California Gov. Jerry Brown has signed an emergency bill to rectify a “drafting error” that resulted in bans of medical marijuana cultivation in cities and counties throughout the state.
The legislation, Assembly Bill 21, immediately nullifies the March 1 deadline in the state’s new medical marijuana regulations. The new regulations, a set of three bills known collectively as The Medical Marijuana Regulation and Safety Act (MMRSA), were passed by the Legislature in September and included a paragraph interpreted by many as a timed deadline to regulate medical marijuana cultivation, or lose their licensing authority.
Following today’s repeal of this section of the MMRSA, Cal NORML is calling for jurisdictions considering banning medical marijuana activities to table the issue and work towards “land use regulations to protect patient’s rights, as well as public safety and the environment.”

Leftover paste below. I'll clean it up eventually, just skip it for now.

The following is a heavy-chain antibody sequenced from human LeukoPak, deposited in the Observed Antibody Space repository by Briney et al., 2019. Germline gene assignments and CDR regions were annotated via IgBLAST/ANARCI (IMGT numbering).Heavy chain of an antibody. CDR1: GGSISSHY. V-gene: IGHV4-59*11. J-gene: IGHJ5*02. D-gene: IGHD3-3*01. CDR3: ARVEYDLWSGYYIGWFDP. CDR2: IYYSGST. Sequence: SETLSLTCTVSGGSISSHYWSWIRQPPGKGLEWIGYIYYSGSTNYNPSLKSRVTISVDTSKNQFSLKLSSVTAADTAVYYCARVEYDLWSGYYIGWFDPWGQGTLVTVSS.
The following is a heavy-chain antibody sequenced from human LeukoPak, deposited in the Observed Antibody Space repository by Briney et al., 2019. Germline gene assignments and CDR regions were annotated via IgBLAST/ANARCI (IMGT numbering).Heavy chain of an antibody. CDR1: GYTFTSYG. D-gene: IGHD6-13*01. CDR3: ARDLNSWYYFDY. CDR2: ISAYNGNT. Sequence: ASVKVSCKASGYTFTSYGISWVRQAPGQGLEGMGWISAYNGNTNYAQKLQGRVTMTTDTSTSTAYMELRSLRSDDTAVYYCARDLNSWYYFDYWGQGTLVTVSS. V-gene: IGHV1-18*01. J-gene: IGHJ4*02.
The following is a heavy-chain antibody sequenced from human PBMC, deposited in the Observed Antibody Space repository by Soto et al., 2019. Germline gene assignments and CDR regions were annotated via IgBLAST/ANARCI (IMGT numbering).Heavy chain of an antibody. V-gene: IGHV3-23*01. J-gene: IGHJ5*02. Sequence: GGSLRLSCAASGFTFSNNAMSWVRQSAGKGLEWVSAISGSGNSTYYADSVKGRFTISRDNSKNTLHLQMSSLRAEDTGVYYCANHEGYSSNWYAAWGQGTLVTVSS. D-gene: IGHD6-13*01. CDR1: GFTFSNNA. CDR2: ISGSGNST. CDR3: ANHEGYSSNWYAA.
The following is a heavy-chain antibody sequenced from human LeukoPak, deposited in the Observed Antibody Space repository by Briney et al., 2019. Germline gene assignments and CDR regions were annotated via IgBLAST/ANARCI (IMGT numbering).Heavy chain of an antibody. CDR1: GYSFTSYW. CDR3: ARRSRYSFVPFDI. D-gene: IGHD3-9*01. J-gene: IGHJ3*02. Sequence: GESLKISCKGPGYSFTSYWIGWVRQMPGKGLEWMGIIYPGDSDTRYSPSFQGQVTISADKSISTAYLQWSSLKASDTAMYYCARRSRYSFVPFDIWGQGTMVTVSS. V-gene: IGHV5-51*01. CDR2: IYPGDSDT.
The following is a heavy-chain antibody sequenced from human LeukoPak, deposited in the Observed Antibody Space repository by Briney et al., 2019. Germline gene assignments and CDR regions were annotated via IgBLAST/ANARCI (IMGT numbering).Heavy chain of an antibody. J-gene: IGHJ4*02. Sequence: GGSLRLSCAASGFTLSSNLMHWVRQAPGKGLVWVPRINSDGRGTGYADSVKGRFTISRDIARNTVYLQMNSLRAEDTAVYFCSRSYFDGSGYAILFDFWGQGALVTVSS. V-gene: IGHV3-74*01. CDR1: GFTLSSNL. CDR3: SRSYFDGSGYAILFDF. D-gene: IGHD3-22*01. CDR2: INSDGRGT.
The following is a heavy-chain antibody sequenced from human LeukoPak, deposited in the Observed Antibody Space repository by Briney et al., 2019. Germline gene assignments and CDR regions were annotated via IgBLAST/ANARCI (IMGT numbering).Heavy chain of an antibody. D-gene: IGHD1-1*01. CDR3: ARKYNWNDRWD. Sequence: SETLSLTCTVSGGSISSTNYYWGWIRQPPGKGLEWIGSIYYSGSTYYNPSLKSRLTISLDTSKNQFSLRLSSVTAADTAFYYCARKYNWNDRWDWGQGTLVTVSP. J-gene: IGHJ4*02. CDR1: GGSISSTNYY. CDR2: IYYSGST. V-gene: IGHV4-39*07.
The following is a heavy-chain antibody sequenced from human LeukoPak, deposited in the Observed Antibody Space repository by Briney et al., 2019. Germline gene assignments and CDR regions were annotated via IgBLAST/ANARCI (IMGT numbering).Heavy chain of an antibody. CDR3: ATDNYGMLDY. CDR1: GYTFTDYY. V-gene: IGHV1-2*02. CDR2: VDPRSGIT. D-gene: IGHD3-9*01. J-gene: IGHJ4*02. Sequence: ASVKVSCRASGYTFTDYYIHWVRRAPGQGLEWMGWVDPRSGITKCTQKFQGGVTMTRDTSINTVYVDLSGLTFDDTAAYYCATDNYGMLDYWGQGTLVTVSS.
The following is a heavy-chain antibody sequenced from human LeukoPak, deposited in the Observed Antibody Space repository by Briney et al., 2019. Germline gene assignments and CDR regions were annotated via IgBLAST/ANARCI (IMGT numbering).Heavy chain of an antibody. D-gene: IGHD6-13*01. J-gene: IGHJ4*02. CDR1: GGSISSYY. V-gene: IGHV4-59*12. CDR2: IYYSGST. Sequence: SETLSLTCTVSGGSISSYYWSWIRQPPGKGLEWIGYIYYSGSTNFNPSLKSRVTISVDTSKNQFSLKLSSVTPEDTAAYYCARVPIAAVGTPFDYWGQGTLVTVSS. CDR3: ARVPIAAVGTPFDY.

“Driving marijuana cultivation and delivery back underground will only lead to crime and neighborhood problems,” Deputy Director Ellen Komp said through a release. “Local officials have been calling for statewide regulation, and now that MMRSA is in place, it’s time to allow that regulation to work.”
Cal NORML reports 150 cities and counties throughout the state have already banned medical marijuana cultivation. With the governor’s signature today, those cities and counties that have yet to take action have gained additional time to decide the rules surrounding medical marijuana prior to the state’s anticipated January 1, 2018 start to issuing permit applications. Today’s announcement also included the appointment of Lori Ajax the current chief deputy director of Alcoholic Beverage Control, to oversee the formation of a Bureau of Medical Marijuana Regulation, the lead agency that will be responsible for issuing licenses.